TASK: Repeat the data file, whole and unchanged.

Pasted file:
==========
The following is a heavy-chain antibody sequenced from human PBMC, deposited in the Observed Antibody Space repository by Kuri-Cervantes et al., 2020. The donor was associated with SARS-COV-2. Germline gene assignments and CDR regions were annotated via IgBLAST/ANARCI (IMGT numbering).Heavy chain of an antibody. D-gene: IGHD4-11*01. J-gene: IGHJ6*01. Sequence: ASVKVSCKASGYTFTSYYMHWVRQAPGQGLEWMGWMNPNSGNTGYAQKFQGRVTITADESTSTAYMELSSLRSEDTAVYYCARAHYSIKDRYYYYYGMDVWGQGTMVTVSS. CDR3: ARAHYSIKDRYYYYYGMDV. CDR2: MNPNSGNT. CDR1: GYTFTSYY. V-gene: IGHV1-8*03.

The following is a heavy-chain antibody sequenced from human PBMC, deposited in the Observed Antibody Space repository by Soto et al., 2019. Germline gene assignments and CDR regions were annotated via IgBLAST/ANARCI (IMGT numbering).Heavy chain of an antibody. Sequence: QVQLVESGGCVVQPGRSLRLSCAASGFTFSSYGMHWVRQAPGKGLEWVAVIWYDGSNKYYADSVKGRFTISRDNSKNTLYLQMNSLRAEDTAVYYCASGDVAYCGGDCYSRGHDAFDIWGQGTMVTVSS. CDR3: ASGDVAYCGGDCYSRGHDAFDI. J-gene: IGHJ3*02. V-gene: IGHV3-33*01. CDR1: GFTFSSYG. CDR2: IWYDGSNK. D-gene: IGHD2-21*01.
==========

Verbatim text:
The following is a heavy-chain antibody sequenced from human PBMC, deposited in the Observed Antibody Space repository by Kuri-Cervantes et al., 2020. The donor was associated with SARS-COV-2. Germline gene assignments and CDR regions were annotated via IgBLAST/ANARCI (IMGT numbering).Heavy chain of an antibody. D-gene: IGHD4-11*01. J-gene: IGHJ6*01. Sequence: ASVKVSCKASGYTFTSYYMHWVRQAPGQGLEWMGWMNPNSGNTGYAQKFQGRVTITADESTSTAYMELSSLRSEDTAVYYCARAHYSIKDRYYYYYGMDVWGQGTMVTVSS. CDR3: ARAHYSIKDRYYYYYGMDV. CDR2: MNPNSGNT. CDR1: GYTFTSYY. V-gene: IGHV1-8*03.

The following is a heavy-chain antibody sequenced from human PBMC, deposited in the Observed Antibody Space repository by Soto et al., 2019. Germline gene assignments and CDR regions were annotated via IgBLAST/ANARCI (IMGT numbering).Heavy chain of an antibody. Sequence: QVQLVESGGCVVQPGRSLRLSCAASGFTFSSYGMHWVRQAPGKGLEWVAVIWYDGSNKYYADSVKGRFTISRDNSKNTLYLQMNSLRAEDTAVYYCASGDVAYCGGDCYSRGHDAFDIWGQGTMVTVSS. CDR3: ASGDVAYCGGDCYSRGHDAFDI. J-gene: IGHJ3*02. V-gene: IGHV3-33*01. CDR1: GFTFSSYG. CDR2: IWYDGSNK. D-gene: IGHD2-21*01.